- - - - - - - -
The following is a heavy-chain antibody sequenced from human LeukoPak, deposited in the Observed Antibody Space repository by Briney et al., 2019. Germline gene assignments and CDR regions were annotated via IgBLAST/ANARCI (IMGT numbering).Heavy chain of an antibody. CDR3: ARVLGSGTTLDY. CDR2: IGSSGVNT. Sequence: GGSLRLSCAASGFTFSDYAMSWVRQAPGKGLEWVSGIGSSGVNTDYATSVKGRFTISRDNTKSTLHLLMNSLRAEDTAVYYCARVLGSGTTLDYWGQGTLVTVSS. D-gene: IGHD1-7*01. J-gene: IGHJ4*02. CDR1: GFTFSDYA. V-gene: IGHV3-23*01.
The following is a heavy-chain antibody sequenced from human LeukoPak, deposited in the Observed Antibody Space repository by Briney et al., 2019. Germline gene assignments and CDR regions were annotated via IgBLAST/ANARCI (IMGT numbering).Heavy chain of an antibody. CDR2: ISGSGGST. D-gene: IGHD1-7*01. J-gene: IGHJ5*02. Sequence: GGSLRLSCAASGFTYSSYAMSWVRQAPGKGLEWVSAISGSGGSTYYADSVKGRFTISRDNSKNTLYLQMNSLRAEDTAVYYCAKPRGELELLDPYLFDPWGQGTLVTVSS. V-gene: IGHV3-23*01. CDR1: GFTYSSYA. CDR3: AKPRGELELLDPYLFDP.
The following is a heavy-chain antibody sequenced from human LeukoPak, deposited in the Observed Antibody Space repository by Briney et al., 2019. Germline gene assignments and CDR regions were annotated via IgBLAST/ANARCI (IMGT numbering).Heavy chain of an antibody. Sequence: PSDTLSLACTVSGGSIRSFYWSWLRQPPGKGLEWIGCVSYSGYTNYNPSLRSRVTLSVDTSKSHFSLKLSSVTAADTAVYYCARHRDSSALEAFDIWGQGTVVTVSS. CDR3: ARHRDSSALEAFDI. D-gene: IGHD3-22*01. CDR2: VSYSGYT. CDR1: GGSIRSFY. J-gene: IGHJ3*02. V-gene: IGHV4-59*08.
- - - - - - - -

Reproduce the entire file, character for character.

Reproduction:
The following is a heavy-chain antibody sequenced from human LeukoPak, deposited in the Observed Antibody Space repository by Briney et al., 2019. Germline gene assignments and CDR regions were annotated via IgBLAST/ANARCI (IMGT numbering).Heavy chain of an antibody. CDR3: ARVLGSGTTLDY. CDR2: IGSSGVNT. Sequence: GGSLRLSCAASGFTFSDYAMSWVRQAPGKGLEWVSGIGSSGVNTDYATSVKGRFTISRDNTKSTLHLLMNSLRAEDTAVYYCARVLGSGTTLDYWGQGTLVTVSS. D-gene: IGHD1-7*01. J-gene: IGHJ4*02. CDR1: GFTFSDYA. V-gene: IGHV3-23*01.
The following is a heavy-chain antibody sequenced from human LeukoPak, deposited in the Observed Antibody Space repository by Briney et al., 2019. Germline gene assignments and CDR regions were annotated via IgBLAST/ANARCI (IMGT numbering).Heavy chain of an antibody. CDR2: ISGSGGST. D-gene: IGHD1-7*01. J-gene: IGHJ5*02. Sequence: GGSLRLSCAASGFTYSSYAMSWVRQAPGKGLEWVSAISGSGGSTYYADSVKGRFTISRDNSKNTLYLQMNSLRAEDTAVYYCAKPRGELELLDPYLFDPWGQGTLVTVSS. V-gene: IGHV3-23*01. CDR1: GFTYSSYA. CDR3: AKPRGELELLDPYLFDP.
The following is a heavy-chain antibody sequenced from human LeukoPak, deposited in the Observed Antibody Space repository by Briney et al., 2019. Germline gene assignments and CDR regions were annotated via IgBLAST/ANARCI (IMGT numbering).Heavy chain of an antibody. Sequence: PSDTLSLACTVSGGSIRSFYWSWLRQPPGKGLEWIGCVSYSGYTNYNPSLRSRVTLSVDTSKSHFSLKLSSVTAADTAVYYCARHRDSSALEAFDIWGQGTVVTVSS. CDR3: ARHRDSSALEAFDI. D-gene: IGHD3-22*01. CDR2: VSYSGYT. CDR1: GGSIRSFY. J-gene: IGHJ3*02. V-gene: IGHV4-59*08.